Agencies, Sriharikota Indian Space’s endeavour today achieved another significant landmark when ISRO launched seven satellites onboard its trusted launch vehicle PSLV (PSLV-C20) from the Satish Dhawan Spaceport facing Bay of Bengal.
In a copy book blast off, PSLV-C20 majestically soared into the skies, stayed on its chartered course without deviating even an iota and hurled the satellites into space one after the other at precise intervals. The main passenger in the 229.7 tonne rocket was the 410 kg SARAL, an Indo-french collaborated satellite for ocean monitoring.
After the successful 23rd mission of PSLV, President Pranab Kumar Mukherjee, who watched the launch along with AP Governor E S L Narasimhan, Chief Minister N Kiran Kumar Reddy, Minister in PMO Office V Narayanasami, gave a standing ovation to the successful mission. The launch was delayed by five minutes with the 44.4 metre tall rocket soaring majestically over the Bay of Bengal spitting huge fire and smoke and the first stage separated successfully after 113 seconds, exactly as planned earlier.
Earlier, the T-59 hour countdown ended five minutes later as ISRO slightly delayed the flight to make last minute technical checks and the ‘core alone’ vehicle lifted off from the second launch pad of the spaceport. SARAL (Satellite with ARGOS and ALTIKA) is an ISRO-CNES (France) joint venture for oceanographic studies. It was placed in about 800 km sun synchronous orbit. The French space agency, CNES, contributed two payloads to the 400-kg SARAL—Argos for data collection and Altikameter —for measuring the height of the sea surface. ISRO has provided the satellite bus (satellite frame) and built the satellite.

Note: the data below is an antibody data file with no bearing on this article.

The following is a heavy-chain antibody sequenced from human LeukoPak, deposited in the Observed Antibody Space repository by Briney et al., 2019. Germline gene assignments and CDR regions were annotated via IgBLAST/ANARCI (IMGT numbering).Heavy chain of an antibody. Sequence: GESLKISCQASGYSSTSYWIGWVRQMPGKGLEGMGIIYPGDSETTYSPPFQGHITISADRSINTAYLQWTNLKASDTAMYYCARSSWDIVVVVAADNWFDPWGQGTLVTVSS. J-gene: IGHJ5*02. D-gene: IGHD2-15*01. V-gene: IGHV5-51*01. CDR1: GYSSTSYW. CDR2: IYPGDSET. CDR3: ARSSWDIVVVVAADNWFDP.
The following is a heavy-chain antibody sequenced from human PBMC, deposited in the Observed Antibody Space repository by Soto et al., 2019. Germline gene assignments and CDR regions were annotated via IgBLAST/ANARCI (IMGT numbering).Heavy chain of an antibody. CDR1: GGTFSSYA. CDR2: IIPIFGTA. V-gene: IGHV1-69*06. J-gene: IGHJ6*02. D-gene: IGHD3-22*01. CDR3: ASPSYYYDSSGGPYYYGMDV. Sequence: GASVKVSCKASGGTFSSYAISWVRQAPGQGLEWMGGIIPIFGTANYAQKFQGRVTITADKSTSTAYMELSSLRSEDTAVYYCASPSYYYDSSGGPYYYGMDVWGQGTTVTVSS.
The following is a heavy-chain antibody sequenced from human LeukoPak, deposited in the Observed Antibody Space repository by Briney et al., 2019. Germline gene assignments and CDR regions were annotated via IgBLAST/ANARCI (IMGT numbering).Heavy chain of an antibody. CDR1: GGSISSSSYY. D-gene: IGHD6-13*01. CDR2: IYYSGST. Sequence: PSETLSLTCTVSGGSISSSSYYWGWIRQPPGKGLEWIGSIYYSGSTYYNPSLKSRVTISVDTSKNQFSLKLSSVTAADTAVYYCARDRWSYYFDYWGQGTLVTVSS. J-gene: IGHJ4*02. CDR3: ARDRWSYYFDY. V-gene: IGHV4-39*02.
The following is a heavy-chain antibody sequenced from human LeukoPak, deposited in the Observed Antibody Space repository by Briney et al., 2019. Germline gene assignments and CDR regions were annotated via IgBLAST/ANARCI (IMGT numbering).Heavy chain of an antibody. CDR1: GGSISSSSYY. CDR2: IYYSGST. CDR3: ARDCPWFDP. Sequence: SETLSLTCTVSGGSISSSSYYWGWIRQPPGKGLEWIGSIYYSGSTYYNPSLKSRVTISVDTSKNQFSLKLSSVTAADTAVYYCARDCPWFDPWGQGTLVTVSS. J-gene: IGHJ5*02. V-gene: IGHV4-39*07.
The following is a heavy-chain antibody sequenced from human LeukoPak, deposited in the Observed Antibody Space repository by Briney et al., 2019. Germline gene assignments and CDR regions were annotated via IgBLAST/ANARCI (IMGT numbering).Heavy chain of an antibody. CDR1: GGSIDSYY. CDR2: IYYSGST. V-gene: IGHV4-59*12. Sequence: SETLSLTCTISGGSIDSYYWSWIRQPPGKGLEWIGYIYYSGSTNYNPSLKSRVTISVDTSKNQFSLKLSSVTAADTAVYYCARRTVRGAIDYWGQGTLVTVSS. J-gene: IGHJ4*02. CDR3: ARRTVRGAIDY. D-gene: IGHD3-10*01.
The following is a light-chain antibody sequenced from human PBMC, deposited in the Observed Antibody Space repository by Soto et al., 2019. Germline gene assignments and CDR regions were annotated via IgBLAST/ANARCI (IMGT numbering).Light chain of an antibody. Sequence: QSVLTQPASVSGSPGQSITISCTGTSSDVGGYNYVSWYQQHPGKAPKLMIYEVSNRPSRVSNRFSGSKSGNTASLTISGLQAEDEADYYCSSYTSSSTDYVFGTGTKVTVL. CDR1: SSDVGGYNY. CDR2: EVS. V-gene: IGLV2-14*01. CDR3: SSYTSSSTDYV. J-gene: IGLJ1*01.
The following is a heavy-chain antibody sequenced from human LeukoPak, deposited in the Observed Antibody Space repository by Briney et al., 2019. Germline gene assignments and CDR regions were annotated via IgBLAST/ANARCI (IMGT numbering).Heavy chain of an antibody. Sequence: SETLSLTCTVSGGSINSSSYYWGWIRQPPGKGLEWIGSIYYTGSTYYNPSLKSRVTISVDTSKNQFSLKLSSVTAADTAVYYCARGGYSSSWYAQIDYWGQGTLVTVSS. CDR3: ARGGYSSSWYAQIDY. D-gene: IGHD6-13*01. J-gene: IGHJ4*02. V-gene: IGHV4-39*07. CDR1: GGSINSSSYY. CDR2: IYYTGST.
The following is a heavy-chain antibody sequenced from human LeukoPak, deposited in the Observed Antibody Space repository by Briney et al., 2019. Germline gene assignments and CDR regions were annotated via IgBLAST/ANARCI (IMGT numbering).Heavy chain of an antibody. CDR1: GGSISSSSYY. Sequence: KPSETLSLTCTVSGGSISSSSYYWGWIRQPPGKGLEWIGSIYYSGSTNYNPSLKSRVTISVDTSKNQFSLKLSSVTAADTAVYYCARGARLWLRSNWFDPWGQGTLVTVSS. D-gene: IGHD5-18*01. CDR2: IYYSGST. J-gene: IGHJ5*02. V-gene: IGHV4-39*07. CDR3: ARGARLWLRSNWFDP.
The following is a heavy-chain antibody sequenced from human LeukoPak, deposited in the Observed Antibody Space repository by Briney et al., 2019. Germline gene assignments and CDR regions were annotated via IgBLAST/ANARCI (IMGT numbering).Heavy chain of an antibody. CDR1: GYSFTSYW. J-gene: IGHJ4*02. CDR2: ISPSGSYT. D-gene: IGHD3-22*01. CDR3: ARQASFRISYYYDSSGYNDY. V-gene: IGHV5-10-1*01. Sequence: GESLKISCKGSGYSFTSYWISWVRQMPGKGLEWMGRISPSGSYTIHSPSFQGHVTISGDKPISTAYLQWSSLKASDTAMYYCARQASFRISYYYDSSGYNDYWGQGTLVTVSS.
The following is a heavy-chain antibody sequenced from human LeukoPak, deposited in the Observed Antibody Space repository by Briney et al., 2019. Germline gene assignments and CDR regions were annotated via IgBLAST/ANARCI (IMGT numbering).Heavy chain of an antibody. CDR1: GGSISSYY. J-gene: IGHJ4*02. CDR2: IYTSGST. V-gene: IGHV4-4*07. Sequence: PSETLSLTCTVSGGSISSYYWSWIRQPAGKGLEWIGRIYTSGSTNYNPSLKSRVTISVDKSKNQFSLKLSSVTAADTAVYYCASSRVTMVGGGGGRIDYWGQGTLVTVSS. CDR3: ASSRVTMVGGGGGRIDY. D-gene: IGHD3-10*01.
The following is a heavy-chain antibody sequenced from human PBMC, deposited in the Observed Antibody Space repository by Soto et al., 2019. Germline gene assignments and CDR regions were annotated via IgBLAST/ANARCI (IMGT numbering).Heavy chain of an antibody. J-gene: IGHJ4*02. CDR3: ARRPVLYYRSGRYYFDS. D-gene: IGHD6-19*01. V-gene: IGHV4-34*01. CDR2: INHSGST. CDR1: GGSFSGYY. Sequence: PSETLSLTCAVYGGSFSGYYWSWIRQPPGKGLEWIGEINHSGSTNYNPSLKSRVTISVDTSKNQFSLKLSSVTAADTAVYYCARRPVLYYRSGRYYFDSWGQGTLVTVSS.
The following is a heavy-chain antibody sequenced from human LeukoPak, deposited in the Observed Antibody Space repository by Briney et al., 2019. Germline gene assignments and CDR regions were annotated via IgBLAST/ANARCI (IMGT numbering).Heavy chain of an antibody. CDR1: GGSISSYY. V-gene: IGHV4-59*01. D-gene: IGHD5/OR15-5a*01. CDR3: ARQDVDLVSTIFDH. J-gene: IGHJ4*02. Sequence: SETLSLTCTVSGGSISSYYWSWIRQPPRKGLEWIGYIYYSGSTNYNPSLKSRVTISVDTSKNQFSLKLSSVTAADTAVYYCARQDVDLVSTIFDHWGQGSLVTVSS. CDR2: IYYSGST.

The data generated by SARAL would be shared by France and India. The launch of the other satellites was on commercial basis. Incidentally, PSLV-C9 launched by ISRO in 2008 had created a world record by successfully launching 10 satellites in one mission. This included CARTOSAT-2A, IMS-1 and eight foreign nano satellites. The other satellites that rode piggy-back on SARAL were two Canadian satellites, the 82 kg NEOSSat (Near Earth Object Space Surveillance Satellite), the world’s first space telescope designed by Canadian Space Agency (CSA), and the 148-kg SAPPHIRE satellite built by MacDonald, Dettwiler and Associates (MDA), besides two satellites from Austria and one each from UK and Denmark.
According to CSA, NEOSSat would detect and track asteroids and satellites circling the globe every 100 minutes and scanning space near the Sun to pin point otherwise almost invisible asteroids. The satellite would also be useful in tracking resident space objects including space debris, while SAPPHIRE would look for resident space objects that includes functioning satellites and space debris circling between 6,000 km and 40,000 km above the earth.
The other four satellites ferried by PSLV-C20 were NLS-8.1 UniBRITE AND NLS-8.2 ‘BRITE’ (both from Austria, weighing 14 kg each), a Smartphone-sat STRaND-1 from UK and Denmark’s Aalborg University’s satellite (A CUBESAT) NLS-8.3 AAUSAT, weighing a mere three kg. ‘STRaND-1’ is the world’s first ‘smartphone-satellite’, built in Guildford by volunteers from the Surrey Space Centre (SSC) and Surrey Satellite Technology Limited (SSTL).
The innovative STRaND-1 CubeSat would carry a Google Nexus One Android smartphone into space to demonstrate the feasibility of using cheap smartphone electronics to control a spacecraft. Smartphones contain highly advanced technologies and incorporate several key features that are integral to a satellite—such as cameras, radio links, accelerometers and high performance computer processors—almost everything a spacecraft needs except the solar panels and propulsion, ISRO source said.